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Die like an Egyptian: Antony and Cleopatra

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With 42 scenes stretched across three continents, Antony and Cleopatra is easily the scenery-chewingest play that Shakespeare wrote, far eclipsing the runner-up, Coriolanus, with a paltry 29. Could that be why North Carolina Shakespeare Festival has never done either of these two plays up in High Point?

Shakespeare Carolina has beaten NCSF to the punch, bringing Antony and Cleopatra to Theatre Charlotte for two weekends. Yet this barebones production, directed by Chris O'Neill, shouldn't be viewed as ridiculously quixotic. In my travels, I've seen each of these Roman tragedies twice, including a Ralph Fiennes Coriolanus and an Alan Bates Antony. Rather than seeing all the scenery and scene changes as barriers, I've come to realize that the impossibility of simulating the full Shakespearean tapestry is a great equalizer. Every theater budget is guaranteed to fall short.

Like productions I've seen at The Globe in London, Shakespeare Carolina's Antony is very much a radio play -- plus live actors, costumes, and a generic unit set. Light cues and furniture shifts serve as our transportation.

On the other hand, casts of experienced Shakespeare professionals, down to the smallest bit part, are a mighty de-equalizer. Don't expect the equals of Royal Shakespeare Company or D.C.'s Shakespeare Theatre Company on Queens Road. But on an individual level, be prepared for one huge surprise.

Iesha Hoffman is the best Cleopatra that I've seen -- better than Suzanne Bertish in D.C. last year or Frances de la Tour, opposite Bates, in 1999. Hoffman is a more youthful Cleopatra than these grandes dames. What she lacks in hauteur and majesty as the queen, she more than compensates for by bringing us the capriciousness of the woman and the vulnerability of the lover. Both the comedy and the pathos are keener as a result.

Neither Bertish nor de la Tour moved me a jot when reacting to Antony's suicide. They spoke as if delivering royal decrees where Hoffman speaks from the heart. Huge difference. Extra points for handling a real snake in the denouement.

As Marc Antony, we can also give Henry Cabaniss the advantage of youth versus Bates, but Cabaniss often had tenuous control of his lines on opening night and, though he towers physically over Hoffman, less regality and command. O'Neill does seem to have kicked his hero in the pants for the Act 5 climax. From the time he hears of Cleo's deceptive pre-suicide to the moment he dies in her arms, Cabaniss is gold.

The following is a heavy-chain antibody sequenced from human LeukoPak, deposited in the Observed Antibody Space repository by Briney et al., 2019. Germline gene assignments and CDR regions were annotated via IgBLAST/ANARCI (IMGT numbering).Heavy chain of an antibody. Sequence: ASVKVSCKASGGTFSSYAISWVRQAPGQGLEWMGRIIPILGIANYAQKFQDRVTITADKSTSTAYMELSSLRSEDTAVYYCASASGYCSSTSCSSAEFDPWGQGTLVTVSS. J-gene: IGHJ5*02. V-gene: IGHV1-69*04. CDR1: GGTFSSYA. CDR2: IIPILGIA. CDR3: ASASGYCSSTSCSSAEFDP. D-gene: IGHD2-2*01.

The rest of the people onstage, whether executing big roles or small, present a thrilling roller-coaster of quality -- extreme highs and lows from instant to instant as they interact. Among the triumvirs who vie with Antony for rulership of the Roman Empire, Sean Foley is steely and solid as Octavian while David Loehr is discordantly weird as Lepidus. Among the treacherous pirates, Tom Ollis seethes nicely with menace as Menas while Jimmy Cartee boils over with psychosis as Pompey.

Cleopatra's handmaidens are also a mixed blessing with Darcy Golka as Charmian and Katehleen Taylor as Iras serving well -- perhaps waiting on Maggie Monahan to take over the role of Alexas and make her less of a Tori Spelling caricature.

As Enobarbus, Antony's right-hand man, Brian Willard ably delivers the long glowing description of Cleopatra, but as a warrior -- or even as a hearty carouser -- Willard doesn't quite convince. Randall Chou is quite satisfactory as Agrippa, and Joe Falocco brings welcome flair to the Soothsayer. Hey, his mojo worked in Julius Caesar, so why not give him an encore?

Unless you're trying to monitor the ups and downs of the triumvirs, Falocco's adaptation of the script works quite well. So does O'Neill's direction, aside from the weird 90210 twist. Dealing with Shakespeare's battle scenes can be tricky, and O'Neill leans too hard on radio play simplicity, condensing these already brief scenes to the verge of absurdity. A little more action and sound design would dispel the unintended comedy.

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